Welcome to the near-future designed by MA Material Futures students Rūta Irbīte and Liene Kazaka in response to a brief from Three.
Currently 3.7 million tonnes of plastic waste from electronics is produced each year in Europe alone. Only a third of that is recycled with the majority incinerated or sent to landfill, polluting ground and waterways for centuries to come. Three challenged MA Material Futures students to rethink mobile accessories for a more sustainable future by offering consumers an alternative to plastics. Rūta Irbīte and Liene Kazaka knew immediately what direction they wanted to take:
Mycelium is the body and root system of fungi that forms an invisible network underground connecting every plant. It is sometimes referred to as the Wood Wide Web – “nature's very own 5G” as Irbīte and Kazaka highlighted. It is strong, light, ﬂame and water repellent, and can be grown locally on waste and processed in different ways for various properties and finishes.
Mycelium is grown on a substrate, in this case coffee grounds, hay and sawdust. The final results in terms of texture, durability and aesthetics depends a lot on the waste material on which the mycelium is grown. The focus for the duo is that it can be grown at home, giving consumers the chance to create their own phone accessories, and when no longer useful, it can be composted becoming fertiliser for houseplants.
They began their experiments in the Grow Lab at College and when lockdown came set up DIY labs at home. Speaking to each other daily, their investigations ran in parallel as a useful way to test and confirm the results.
With the material already in use for packaging, it won’t be long before mycelium appears in more consumer goods. But there’s also a huge collective shift in mindset required to move us away from traditional methods, extracting finite materials to create perfect, replicable objects towards something more organic, less predictable.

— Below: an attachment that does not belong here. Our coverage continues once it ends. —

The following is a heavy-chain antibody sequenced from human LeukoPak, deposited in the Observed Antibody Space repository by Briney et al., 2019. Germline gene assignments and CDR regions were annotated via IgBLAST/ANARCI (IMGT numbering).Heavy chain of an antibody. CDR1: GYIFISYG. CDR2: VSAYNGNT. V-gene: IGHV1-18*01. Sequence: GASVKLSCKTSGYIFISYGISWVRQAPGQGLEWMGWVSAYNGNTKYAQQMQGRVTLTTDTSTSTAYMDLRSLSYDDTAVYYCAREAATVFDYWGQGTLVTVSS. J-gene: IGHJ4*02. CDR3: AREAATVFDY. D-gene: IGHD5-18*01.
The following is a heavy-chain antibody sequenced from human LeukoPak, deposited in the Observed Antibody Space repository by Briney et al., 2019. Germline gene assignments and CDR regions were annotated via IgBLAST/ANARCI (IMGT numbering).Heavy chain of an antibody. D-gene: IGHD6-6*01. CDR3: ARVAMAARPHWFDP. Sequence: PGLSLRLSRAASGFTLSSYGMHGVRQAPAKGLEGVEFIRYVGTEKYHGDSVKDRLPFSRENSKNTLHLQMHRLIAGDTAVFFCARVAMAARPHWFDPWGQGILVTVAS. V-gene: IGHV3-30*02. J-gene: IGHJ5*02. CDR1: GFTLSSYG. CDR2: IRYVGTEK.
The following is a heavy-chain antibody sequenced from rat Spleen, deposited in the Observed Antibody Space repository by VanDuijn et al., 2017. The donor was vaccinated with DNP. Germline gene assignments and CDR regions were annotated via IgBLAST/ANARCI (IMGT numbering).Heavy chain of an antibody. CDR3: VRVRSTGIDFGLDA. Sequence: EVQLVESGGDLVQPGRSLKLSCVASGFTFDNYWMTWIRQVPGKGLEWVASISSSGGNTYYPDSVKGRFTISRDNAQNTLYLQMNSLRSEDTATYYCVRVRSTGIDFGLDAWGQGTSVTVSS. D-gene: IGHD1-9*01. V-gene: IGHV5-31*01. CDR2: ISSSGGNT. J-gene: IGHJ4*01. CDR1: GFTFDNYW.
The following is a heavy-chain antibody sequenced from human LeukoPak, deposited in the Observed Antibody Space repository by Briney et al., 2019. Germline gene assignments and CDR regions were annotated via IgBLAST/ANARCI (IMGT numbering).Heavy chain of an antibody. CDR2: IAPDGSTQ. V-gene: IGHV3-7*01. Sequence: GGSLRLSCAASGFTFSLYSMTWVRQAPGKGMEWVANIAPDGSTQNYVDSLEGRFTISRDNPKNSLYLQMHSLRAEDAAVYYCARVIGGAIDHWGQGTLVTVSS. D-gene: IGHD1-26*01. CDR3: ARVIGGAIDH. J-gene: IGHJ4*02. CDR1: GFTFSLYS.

“It’s a totally different type of work which industry isn’t suited to yet,” explains Kazaka, “Yes mycelium is already being used but there’s so much more that we could do with it. It needs a lot of experimentation and new ways of working… If you grow something you have different timescales. It doesn’t appear just like that; you have to wait. And you have to accept some imperfections, which we – as consumers – are not accustomed to. With biomaterials, you will never have the same type of perfection as petroleum-based materials; they are alive, it’s going to be slightly different every time.” “We need to fall in love with that unpredictability,” continues Irbīte. At its heart, their project connects each consumer to the circularity of an object’s life, not simply its use but its production and disposal.
This shift away from extractive and controlled production methods towards something grown and contingent seems simultaneously impossible and undeniable. “To truly enter the consumer market mycelium and other biomaterials need to replace existing production methods which, of course, is problematic,” says Irbite, “These are large scale systemic changes. They are massive changes that many stakeholders are not ready to make. The biomaterials revolution is still in its infancy and we need investment for it become a reality.”
That Three selected Grown by Three as the winner of their MA Material Futures project suggests that the tide might be turning. “We thought we were never going to win with our earthy, mushroom stuff!” says Irbite, “but they fell in love with that idea of growing accessories and it’s so hopeful that they embraced it.”